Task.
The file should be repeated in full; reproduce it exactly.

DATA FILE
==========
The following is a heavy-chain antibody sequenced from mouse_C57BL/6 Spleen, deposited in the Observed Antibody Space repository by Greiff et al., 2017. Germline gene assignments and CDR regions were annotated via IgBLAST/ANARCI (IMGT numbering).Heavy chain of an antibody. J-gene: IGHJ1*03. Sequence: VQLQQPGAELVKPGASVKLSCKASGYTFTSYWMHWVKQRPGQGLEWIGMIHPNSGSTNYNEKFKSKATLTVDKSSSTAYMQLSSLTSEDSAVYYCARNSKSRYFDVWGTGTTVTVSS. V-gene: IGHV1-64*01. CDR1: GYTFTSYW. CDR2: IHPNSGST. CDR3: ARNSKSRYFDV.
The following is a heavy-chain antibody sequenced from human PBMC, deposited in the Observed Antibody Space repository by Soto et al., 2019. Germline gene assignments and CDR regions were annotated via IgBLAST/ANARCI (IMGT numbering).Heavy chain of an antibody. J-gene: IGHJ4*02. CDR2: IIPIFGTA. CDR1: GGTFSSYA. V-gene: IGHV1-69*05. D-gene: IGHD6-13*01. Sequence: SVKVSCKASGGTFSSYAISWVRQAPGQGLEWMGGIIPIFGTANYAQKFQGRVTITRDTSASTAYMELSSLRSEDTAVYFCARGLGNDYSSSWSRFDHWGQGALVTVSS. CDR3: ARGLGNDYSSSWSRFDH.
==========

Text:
The following is a heavy-chain antibody sequenced from mouse_C57BL/6 Spleen, deposited in the Observed Antibody Space repository by Greiff et al., 2017. Germline gene assignments and CDR regions were annotated via IgBLAST/ANARCI (IMGT numbering).Heavy chain of an antibody. J-gene: IGHJ1*03. Sequence: VQLQQPGAELVKPGASVKLSCKASGYTFTSYWMHWVKQRPGQGLEWIGMIHPNSGSTNYNEKFKSKATLTVDKSSSTAYMQLSSLTSEDSAVYYCARNSKSRYFDVWGTGTTVTVSS. V-gene: IGHV1-64*01. CDR1: GYTFTSYW. CDR2: IHPNSGST. CDR3: ARNSKSRYFDV.
The following is a heavy-chain antibody sequenced from human PBMC, deposited in the Observed Antibody Space repository by Soto et al., 2019. Germline gene assignments and CDR regions were annotated via IgBLAST/ANARCI (IMGT numbering).Heavy chain of an antibody. J-gene: IGHJ4*02. CDR2: IIPIFGTA. CDR1: GGTFSSYA. V-gene: IGHV1-69*05. D-gene: IGHD6-13*01. Sequence: SVKVSCKASGGTFSSYAISWVRQAPGQGLEWMGGIIPIFGTANYAQKFQGRVTITRDTSASTAYMELSSLRSEDTAVYFCARGLGNDYSSSWSRFDHWGQGALVTVSS. CDR3: ARGLGNDYSSSWSRFDH.